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Time Machines: Time Travel in Physics, Metaphysics, and Science Fiction
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Top Customer Reviews
Paul J. Nahin discusses both sides of this issue in his thought provoking book Time Machines: Time Travel in Physics, Metaphysics, and Science Fiction. He begins with an overview of time travel, from scientific possibility of it, to popular conjecture about it. He goes on to discuss the nature of time itself, and then ends with an in-depth analysis of paradoxes created by the possibility of time travel. He assures us that we do not have to worry about changing history, because the past cannot be changed.
Nahin has written an excellent book for the layperson. He includes many references to popular works of science fiction, including many stories and movies the reader is probably familiar with. This helps illustrate many of his points. The text is clear and well written. Anyone without a background in physics can understand this book. For those with a more technical bent Nahin includes a few "Tech Notes" at the end of the book to explain certain phenomena he discusses. Time Machines is an exciting book for anyone who has ever sat outside on a long summer night and wondered "what if."
This book is a wonderful blend of science and science fiction. It is perfect for people like me, who are fascinated by the idea of time travel but can't understand math or physics for anything. The first few chapters are basically a literature review. An extremely comprehensive literature review. It'll be enough to make you run to your library or bookstore (or computer) in search of these books and short stories.
Nahin also discusses the reality behind time travel with relatively little math. Most of the math is tucked away in the "Tech Notes in the back of the book. Nice technique to sucker in the math-scaredys like me.
What I really loved about the book, though is Nahin's enthusiasm. He is obviously just as nuts (or more) as I am about this outlandish subject of time travel, which makes the book, in my opinion, stand-out.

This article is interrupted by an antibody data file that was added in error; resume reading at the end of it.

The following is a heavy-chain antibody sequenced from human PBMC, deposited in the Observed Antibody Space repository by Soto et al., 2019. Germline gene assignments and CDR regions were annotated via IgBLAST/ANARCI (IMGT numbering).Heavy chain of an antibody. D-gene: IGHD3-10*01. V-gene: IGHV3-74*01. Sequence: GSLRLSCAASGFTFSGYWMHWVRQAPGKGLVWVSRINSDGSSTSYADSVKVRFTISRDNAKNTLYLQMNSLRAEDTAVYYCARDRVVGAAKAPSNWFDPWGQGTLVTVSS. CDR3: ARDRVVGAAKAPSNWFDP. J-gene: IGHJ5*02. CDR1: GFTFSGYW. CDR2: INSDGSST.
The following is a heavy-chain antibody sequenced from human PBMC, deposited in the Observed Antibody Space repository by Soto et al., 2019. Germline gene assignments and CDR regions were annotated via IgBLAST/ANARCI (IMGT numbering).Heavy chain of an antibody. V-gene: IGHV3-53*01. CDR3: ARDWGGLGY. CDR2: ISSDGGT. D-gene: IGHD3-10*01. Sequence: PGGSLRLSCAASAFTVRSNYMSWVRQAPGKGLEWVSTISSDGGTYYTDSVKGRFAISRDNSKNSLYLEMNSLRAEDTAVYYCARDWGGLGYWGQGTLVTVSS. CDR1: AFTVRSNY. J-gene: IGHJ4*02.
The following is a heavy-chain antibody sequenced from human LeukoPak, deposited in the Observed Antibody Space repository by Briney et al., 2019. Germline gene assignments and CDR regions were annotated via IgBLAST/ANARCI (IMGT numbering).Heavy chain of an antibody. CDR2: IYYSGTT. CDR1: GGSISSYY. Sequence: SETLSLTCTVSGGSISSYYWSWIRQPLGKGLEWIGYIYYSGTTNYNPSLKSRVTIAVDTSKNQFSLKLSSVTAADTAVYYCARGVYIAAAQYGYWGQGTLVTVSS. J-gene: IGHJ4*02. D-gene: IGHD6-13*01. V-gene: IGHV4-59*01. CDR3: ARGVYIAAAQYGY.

This seems to be the moral of this little book from science fiction write Paul Nahin. And, unlike many others who've attempted to talk about time in a serious way, Nahin is all too ready to show readers that he's done his homework.
In four (blink and you'll miss it) sections Nahin takes readers on a whirlwind tour of the issues involved in time travel:
1) An overview of time travel. In this section Nahin samples time travel stories of the ages. While doing so, he introduces readers to some of the more pertinent time travel issues serious thinkers have raised about the topic. One such example is if time travel is real, where are all the travelers? While admitting the serious nature of the question and its implications Nahin also provides readers with possible responses to it (for example, the time machines don't reach back to our era). Another example of serious issues raised is a treatment by Princeton mathematician Kurt Godel who -- using Einstein's own equations -- came up with a solution for them which actually allows time travel. (The good news for time travel fans is that Einstein approved of the solution. The bad news is that it requires our universe to possess physical charactistics it lacks.)
2) On the nature of time, spacetime and the fouth dimension. In this section Nahin discusses hoary questions like what is time? Is time real? And what does it physically consist of? This section is a perfect case in point to the cursory nature with which Nahin treats some of these issues. As to the matters raised in this chapter alone I would refer readers to Michio Kaku's very excellent Hyperspace PRIOR to reading this section.Read more ›
Most Recent Customer Reviews
An encyclopedic book on the history of time travel seen through the eyes and minds of physicists, philosophers, and entertainers (movie makers, novelists, and short-story writers). Read morePublished 18 months ago by Gerald B. Keane
I got the second edition (1999) of this book. I was hoping for something interesting. After all, there was even a forward by none other than Kip Thorne! Read morePublished on August 7, 2004 by Jill Malter
Mr. Nahin obviously is very interested in the topic of time travel. He has read tons of sci-fi stories, has spoken with many physicists and/or read their books. Read morePublished on November 24, 2003 by Antoine J. Bachmann
As I have always been fascinated by the idea of time travel, I very much enjoyed its discussion in Time Machines: Time Travel in Physics, Metaphysics, and Science Fiction; both in... Read morePublished on September 29, 2002 by albirda
I found Paul J. Nahin's Time Machines to be a messy book. I expected to learn all I needed to learn about time and the potential for time machines, but didn't. Read morePublished on June 27, 2002 by Eyal Teler